ErbB receptor and ligand expression in pancreatic ducts during postnatal pancreatic development. The expression of ErbB receptors in the fetal pancreas as well as in the IFNγ transgenic pancreas is in contrast to our observations in the adult non-transgenic pancreas. These findings suggested that either ErbB receptor expression was maintained in the transgenic pancreas from early in development through adulthood, or that it declined as in the non-transgenic fetal pancreas, only to be induced postnatally. These distinct possibilities prompted us to examine the pattern of ErbB receptor expression in the IFNγ transgenic and non-transgenic pancreas early in postnatal life.
We stained pancreatic sections taken from IFNγ transgenic and non-transgenic mice soon after birth, at one week of age, with the ErbB2, ErbB3, ErbB4, HRG, and HRG 3 antibodies. Interestingly, we did not detect significant staining in the ducts of the transgenic or non-transgenic mice with any of the antibodies screened (FIG. 4A). We next examined expression a few weeks later, at five weeks of age, in order to determine if expression had recommenced in the transgenic mice at this point. At this age, we were already able to observe expansion of pancreatic ducts in the transgenic mice as compared to the non-transgenic mice. Indeed, by this time, we did observe significant ductal staining using the ErbB receptor and ligand antibodies in the IFNγ transgenic mice, but not in the non-transgenic mice (FIG. 4B). These data therefore indicate that while ErbB receptor and ligand expression decline significantly by birth in both IFNγ transgenic and non-transgenic mice, expression resumes in the transgenic mice relatively early in postnatal life.
ErbB receptor expression in pancreatic islets. We observed a striking induction of intra-islet ErbB2 expression in islets that exhibited infiltration by inflammatory cells, compared to non-infiltrated islets (FIGS. 5A and 5B). Within the same field, we observed islets exhibiting different degrees of ErbB2 induction, with the degree of expression correlated with the extent of lymphocytic infiltration of the islet. Indeed, the enhanced ErbB2 islet staining was found to be adjacent to the infiltrates. This striking pattern of staining was not observed in the absence of islet infiltration, as in NOD.SCID mice. ErbB4 receptor staining also exhibited a distinct pattern of expression above the basal level of staining previously described. That is, elevated ErbB4 expression was predominantly localized at the periphery of the islets, in a pattern reminiscent of glucagon-secreting A cell organization (FIGS. 5C and 5D). This pattern of expression is distinct from insulin staining patterns. In contrast, islet staining with the ErbB3 antibody did not exhibit such striking patterns of expression.
The ErbB receptor family members are expressed at a wide variety of sites during development, including the fetal pancreas. In these studies, we have examined the expression of this receptor family during fetal pancreatic development, where we have observed defined expression of ErbB receptors in the primitive fetal ducts, from which endocrine cells and hence new islets develop. In addition, we have explored receptor expression in the IFNγ transgenic mouse, which exhibits striking duct cell proliferation and new islet formation throughout adulthood. The expression of ErbB receptor family members during new islet formation in the IFNγ transgenic mouse, as well as in islet development during ontogeny, suggests a role for these molecules in the development and regrowth of pancreatic islets.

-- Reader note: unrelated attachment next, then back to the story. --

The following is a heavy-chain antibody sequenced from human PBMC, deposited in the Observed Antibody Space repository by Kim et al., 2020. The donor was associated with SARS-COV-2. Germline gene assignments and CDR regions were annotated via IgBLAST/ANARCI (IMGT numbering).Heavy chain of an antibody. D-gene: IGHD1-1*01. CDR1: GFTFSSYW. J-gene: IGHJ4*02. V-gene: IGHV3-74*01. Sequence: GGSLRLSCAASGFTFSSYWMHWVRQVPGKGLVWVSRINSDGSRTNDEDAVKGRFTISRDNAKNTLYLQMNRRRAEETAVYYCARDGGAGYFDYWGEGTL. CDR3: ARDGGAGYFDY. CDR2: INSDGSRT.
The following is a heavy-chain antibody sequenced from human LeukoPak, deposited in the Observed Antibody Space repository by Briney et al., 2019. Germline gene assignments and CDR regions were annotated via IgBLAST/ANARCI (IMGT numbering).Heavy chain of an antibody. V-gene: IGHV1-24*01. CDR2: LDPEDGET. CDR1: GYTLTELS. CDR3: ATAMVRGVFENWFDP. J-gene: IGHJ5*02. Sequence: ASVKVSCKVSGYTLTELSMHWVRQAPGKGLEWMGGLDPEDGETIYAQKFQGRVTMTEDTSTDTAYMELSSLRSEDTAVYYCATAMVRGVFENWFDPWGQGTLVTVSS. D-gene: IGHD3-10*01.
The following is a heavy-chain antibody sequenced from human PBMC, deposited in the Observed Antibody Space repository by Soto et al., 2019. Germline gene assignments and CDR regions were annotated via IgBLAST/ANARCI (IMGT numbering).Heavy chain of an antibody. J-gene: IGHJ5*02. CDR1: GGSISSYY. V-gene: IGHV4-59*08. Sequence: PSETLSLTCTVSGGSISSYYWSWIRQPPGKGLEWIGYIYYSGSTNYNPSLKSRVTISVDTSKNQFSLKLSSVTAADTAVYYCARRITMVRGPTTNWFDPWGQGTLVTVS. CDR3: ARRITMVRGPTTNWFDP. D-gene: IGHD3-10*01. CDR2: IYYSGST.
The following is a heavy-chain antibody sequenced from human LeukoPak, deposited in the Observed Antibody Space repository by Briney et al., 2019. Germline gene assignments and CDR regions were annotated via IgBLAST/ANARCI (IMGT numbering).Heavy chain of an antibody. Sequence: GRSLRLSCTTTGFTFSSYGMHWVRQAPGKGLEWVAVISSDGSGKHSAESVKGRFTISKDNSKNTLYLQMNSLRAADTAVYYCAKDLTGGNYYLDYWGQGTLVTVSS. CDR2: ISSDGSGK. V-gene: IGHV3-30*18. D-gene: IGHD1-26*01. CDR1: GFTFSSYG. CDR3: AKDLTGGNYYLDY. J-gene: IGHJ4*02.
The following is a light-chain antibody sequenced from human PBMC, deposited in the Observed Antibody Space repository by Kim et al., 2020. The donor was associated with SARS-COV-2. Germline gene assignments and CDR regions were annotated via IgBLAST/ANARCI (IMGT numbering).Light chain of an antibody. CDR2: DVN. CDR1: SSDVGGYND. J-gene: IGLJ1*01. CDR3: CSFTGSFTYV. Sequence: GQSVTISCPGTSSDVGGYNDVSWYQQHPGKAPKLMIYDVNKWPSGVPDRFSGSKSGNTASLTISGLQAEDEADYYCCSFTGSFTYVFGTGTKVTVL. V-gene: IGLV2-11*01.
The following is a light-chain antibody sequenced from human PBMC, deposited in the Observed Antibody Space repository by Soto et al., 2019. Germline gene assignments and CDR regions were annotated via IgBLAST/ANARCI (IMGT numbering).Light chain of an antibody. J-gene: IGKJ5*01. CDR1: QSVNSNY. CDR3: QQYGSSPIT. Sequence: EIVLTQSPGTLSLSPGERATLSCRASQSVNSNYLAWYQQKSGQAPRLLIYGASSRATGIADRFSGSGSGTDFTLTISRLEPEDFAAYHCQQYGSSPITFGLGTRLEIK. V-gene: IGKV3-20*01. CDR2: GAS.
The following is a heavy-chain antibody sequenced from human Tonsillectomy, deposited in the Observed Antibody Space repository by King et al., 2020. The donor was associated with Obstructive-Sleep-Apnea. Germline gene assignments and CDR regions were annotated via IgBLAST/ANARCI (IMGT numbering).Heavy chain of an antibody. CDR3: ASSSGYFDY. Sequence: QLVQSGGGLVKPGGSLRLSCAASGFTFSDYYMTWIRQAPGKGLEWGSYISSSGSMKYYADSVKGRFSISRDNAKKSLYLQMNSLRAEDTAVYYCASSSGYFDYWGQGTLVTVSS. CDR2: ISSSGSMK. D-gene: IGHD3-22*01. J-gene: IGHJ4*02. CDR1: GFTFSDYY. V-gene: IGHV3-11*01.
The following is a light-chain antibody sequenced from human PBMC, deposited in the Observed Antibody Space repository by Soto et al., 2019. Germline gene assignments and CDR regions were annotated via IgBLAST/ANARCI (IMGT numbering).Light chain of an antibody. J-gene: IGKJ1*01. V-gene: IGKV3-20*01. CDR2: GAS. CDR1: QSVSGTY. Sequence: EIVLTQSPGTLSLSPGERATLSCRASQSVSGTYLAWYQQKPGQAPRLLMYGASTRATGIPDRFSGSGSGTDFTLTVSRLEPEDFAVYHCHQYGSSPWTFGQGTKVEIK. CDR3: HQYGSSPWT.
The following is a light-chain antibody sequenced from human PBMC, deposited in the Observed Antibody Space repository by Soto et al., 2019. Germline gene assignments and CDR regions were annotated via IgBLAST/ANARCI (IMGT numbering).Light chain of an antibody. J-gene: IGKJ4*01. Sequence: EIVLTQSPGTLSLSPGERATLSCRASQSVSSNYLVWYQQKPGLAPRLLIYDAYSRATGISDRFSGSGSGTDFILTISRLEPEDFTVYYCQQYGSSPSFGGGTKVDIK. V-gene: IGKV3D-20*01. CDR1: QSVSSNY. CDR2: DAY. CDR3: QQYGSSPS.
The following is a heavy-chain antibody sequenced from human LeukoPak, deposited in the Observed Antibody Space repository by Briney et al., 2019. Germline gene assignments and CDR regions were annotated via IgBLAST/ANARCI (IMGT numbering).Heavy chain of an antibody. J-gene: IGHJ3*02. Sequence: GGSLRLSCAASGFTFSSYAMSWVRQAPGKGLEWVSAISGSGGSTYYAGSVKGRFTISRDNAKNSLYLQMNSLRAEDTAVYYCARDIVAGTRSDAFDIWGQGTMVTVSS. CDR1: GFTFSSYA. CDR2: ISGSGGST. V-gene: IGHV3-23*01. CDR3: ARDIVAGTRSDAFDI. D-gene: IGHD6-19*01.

The ductal derivation of endocrine cells during fetal islet development has been well described, and it has been previously shown that endocrine cells derive from duct cells in the IFNγ transgenic pancreas (Gu et al. (1994) supra.) These data suggest that endocrine progenitor cells exist within the pancreatic ducts and can initiate new islet growth under the appropriate conditions. Given their expression during islet growth in development (in the fetal pancreas) and regeneration (in the IFNγ transgenic pancreas), our data further suggest that the ErbB receptors are associated with endocrine progenitor cells within the duct wall.
Whereas ducts in the IFNγ transgenic pancreas exhibited significant expression of the ErbB receptors and the neuregulins, those in the non-transgenic NOD pancreas did not. This is in contrast to studies of the fetal pancreas during development. Upon examination of ErbB receptor and ligand staining patterns during pancreatic development, considerable staining was seen in the fetal ducts of non-transgenic embryos. In addition, ductal expression of these receptors diminishes by one week of age, although it is resumed in the pancreatic ducts after a few weeks of life in the IFNγ transgenic mice.
Considerable evidence exists which suggests that the formation of receptor heterodimers between members of the ErbB receptor family play an important role in mediating signaling events. Indeed, although nearly all receptor combinations are able to form, ErbB2 appears to be the preferred heterodimerization partner for the other ErbB receptors. In addition, receptor complexes with ErbB2 appear to have the highest affinity for ligand and are the most active complexes. However, none of the ligands described so far appears to bind ErbB2 directly. Rather, a variety of studies have shown that several ligands, including EGF, neuregulins, and betacellulin, are able to mediate the phosphorylation and activation of ErbB2, via heterodimerization with ErbB1, ErbB3, or ErbB4. Recent work has demonstrated that the ability of cells to respond to a given ligand is dependent on the expression of specific ErbB receptor combinations in the target tissue. In addition, Jones et al. have recently documented extreme variations in ligand binding specificities and affinities observed with different ErbB receptor dimer combinations (Jones et al. (1999) FEBS 447 227-231). Thus diversity in signaling events involving ErbB receptors is generated by a number of critical factors, including ligand isoforms, receptor dimer composition, and the restricted expression of receptors during development and in adulthood.